Moby-Duck and Piggy-Duck met one Sunday afternoon in front of the pool hall. Their minds were blank and their pockets empty, so they decided to wander off to circle the globe, thinking such adventure would be interesting. They were gone a long time before Piggy-Duck reappeared in a gin joint in Newark, New Jersey. Fortunately Donovan Hohn was sitting at the bar that morning and became the first to hear Moby-Duck: The True Story of 28,800 Bath Toys Lost at Sea and of the Beachcombers, Oceanographers, Environmentalists, and Fools, Including the Author, Who Went in Search of Them.
Piggy’s story was thin and in places confusing, so Hohn spent the next three years retracing Moby’s and Piggy’s adventure and filling in details too difficult for Piggy to remember. Hohn learned a lot of things about our deteriorating environment, the oceans and the people who live off of them, and reread Moby-Dick, all of which have given him new insights into man and water. During his seafaring years, he admitted to fathering one child, which seems to be a low figure for a sailor but we must take his word. All sailors should write so beautifully of parenting and father’s love.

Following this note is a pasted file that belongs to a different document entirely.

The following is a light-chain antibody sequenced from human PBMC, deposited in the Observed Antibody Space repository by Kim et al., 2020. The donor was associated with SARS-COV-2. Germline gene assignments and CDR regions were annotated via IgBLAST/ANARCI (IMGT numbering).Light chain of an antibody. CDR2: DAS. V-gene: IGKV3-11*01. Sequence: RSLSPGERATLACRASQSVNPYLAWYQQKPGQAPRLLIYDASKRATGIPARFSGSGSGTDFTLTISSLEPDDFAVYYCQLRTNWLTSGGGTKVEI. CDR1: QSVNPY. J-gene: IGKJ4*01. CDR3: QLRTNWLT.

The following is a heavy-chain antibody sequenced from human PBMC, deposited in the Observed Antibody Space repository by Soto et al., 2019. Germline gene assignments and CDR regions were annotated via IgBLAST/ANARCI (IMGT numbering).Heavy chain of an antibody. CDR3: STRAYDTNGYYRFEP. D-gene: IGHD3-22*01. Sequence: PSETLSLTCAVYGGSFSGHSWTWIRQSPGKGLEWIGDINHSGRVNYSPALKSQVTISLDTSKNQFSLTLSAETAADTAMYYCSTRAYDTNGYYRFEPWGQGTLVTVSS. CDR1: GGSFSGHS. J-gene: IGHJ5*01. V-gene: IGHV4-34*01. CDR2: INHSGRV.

This is a rollicking good adventure on the sea, memoir, and a rather late coming-of-age story. The serious message of his research is the abyss of the oceans is no safer than the land and air in our careless hands. This is a useful book for the good citizen. Charles Marlin